In an opinion that shuns Chevron, the court rejects a Medicare cut for hospital drugs
on Jun 15, 2022 at 2:24 pm
This article was updated on June 15 at 8:50 p.m.
In American Hospital Association v. Becerra, the Supreme Court had a chance to upend the administrative state.
Though the dispute involved a technical Medicare reimbursement formula, business groups and conservative legal organizations had urged the justices to use the case as a vehicle to overhaul — or even overturn — the 38-year-old doctrine known as Chevron deference. That doctrine generally calls for courts to honor federal agencies’ interpretations of ambiguous laws. Supporters say the doctrine gives agencies breathing room to make policy judgments that carry out their missions. Critics say it hands too much power to unaccountable bureaucrats.
In a narrow and unanimous opinion on Wednesday, the court did not overturn the Chevron doctrine. Instead, it just ignored it. And in doing so, the court may have portended the future of Chevron, which already has been narrowed considerably over the years. Rather than a single, decisive blow or a continued death by a thousand cuts, the court might simply snuff out Chevron with the silent treatment.
More immediately, though, Wednesday’s ruling is a victory for safety-net hospitals trying to recoup $1.6 billion in annual Medicare payments after the Department of Health and Human Services cut reimbursements in 2018.
The cut applied to certain prescription drugs that hospitals provide in outpatient settings, and it applied only to hospitals that are eligible for a federal program known as the 340B Drug Pricing Program. Those hospitals generally serve a high proportion of low-income payments, and under federal law, they have the right to purchase drugs from pharmaceutical companies at reduced prices. So federal health care regulators reasoned that Medicare’s reimbursements for those drugs should reflect the hospitals’ lower costs. Otherwise, 340B hospitals can reap large profits on the drugs they prescribe to Medicare patients.
The hospital industry challenged the cut, arguing that the relevant provision of the Medicare statute — which surely is one of the most complex and technical statutes in the entire U.S. code — does not authorize the government to pay lower rates to 340B hospitals while maintaining higher rates for other hospitals. The government responded that the statute authorizes HHS to “adjust” the “average price” of outpatient drugs when calculating reimbursement rates. Under the agency’s interpretation, that adjustment authority includes the ability to vary reimbursement rates among hospital groups.
In a 14-page opinion by Justice Brett Kavanaugh, the court sided with the hospitals. The “text and structure of the statute,” Kavanaugh wrote, do not permit the agency’s targeted reimbursement cut for 340B hospitals. A separate provision of the statute would allow the agency to vary the rates it pays for outpatient drugs, but only if the agency first conducts a time-consuming survey of hospitals — which it did not do here.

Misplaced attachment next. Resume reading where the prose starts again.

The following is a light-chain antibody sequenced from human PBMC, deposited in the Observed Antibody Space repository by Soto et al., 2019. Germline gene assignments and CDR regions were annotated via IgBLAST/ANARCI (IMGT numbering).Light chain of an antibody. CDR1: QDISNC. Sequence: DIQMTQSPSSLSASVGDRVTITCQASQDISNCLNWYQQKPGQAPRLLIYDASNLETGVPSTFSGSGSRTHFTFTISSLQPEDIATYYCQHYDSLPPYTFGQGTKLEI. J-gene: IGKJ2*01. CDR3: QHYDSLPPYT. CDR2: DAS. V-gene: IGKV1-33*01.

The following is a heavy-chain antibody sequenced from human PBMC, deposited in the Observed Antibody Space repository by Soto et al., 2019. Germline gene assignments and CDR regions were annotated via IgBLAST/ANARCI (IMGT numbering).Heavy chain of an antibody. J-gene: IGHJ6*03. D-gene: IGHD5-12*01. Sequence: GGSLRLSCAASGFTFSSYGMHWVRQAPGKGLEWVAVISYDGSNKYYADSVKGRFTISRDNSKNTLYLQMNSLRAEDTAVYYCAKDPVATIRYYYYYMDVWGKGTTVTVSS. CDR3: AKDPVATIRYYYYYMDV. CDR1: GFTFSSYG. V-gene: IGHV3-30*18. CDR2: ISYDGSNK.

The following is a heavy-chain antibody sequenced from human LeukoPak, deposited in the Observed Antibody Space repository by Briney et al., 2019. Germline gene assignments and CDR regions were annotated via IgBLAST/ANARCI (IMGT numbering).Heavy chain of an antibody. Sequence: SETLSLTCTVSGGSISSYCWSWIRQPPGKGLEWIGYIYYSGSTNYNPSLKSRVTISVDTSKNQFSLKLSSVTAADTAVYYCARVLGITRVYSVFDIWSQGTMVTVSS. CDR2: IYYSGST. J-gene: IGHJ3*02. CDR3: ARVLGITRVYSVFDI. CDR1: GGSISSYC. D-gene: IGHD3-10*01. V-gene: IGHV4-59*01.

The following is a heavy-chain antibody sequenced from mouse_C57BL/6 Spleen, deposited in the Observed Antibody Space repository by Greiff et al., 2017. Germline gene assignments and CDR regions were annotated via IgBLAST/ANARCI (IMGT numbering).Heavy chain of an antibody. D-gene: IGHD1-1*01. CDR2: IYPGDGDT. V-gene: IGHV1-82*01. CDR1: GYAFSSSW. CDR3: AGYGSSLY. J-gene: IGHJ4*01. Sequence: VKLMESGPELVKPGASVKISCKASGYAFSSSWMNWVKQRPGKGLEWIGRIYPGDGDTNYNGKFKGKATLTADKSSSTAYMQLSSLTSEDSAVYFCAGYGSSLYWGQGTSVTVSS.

“Regardless of the scope of HHS’s authority to ‘adjust’ the average price up or down under the statute, the statute does not grant HHS authority to vary the reimbursement rates by hospital group unless HHS has conducted the required survey of hospitals’ acquisition costs,” Kavanaugh wrote.
Notably, the opinion does not contain even a single citation to Chevron v. Natural Resources Defense Council, even though hundreds of pages of briefing and a large chunk of the oral argument focused on the continued vitality of the landmark 1984 case and the doctrine it created. Several of the court’s conservative justices, including Kavanaugh himself, have previously questioned the wisdom of the doctrine, suggesting that judicial deference to agencies’ legal interpretations may violate the separation of powers. With that groundwork laid, conservative interest groups of various stripes had urged the court to formally reconsider Chevron in American Hospital Association.
In a term when the court is under tremendous scrutiny for its apparent willingness to overturn precedent in other areas, the justices declined the invitation to do so here. Rather than reiterating his doubts about Chevron, Kavanaugh simply rejected the agency’s interpretation of the Medicare statute using ordinary principles of statutory analysis.
It’s telling that Kavanaugh’s analysis — appealing repeatedly to text and structure — actually resembles the traditional first stage of the Chevron framework, under which courts are supposed to assess whether a statute is ambiguous. Kavanaugh and the other eight justices apparently believe the arcane payment provision at issue is not ambiguous at all — it’s a “straightforward” case, he writes, involving statutory language that can be read only as the hospitals preferred. (The statute was apparently not so straightforward, though, for the U.S. Court of Appeals for the District of Columbia Circuit, Kavanaugh’s old court. A divided panel of that court found the agency’s contrary interpretation to be perfectly valid.)
What if Kavanaugh had found the statute genuinely ambiguous? That’s when Chevron deference would typically kick in, but Kavanaugh’s cold-shoulder approach suggests that, in his view, courts should adopt whichever interpretation they feel is best. Deference doctrines need not apply. In other words, there might not be five votes to scrap Chevron officially, but the court could tacitly stop deploying it. If so, a doctrine that has fallen into disfavor on the current court may fade all the way into oblivion.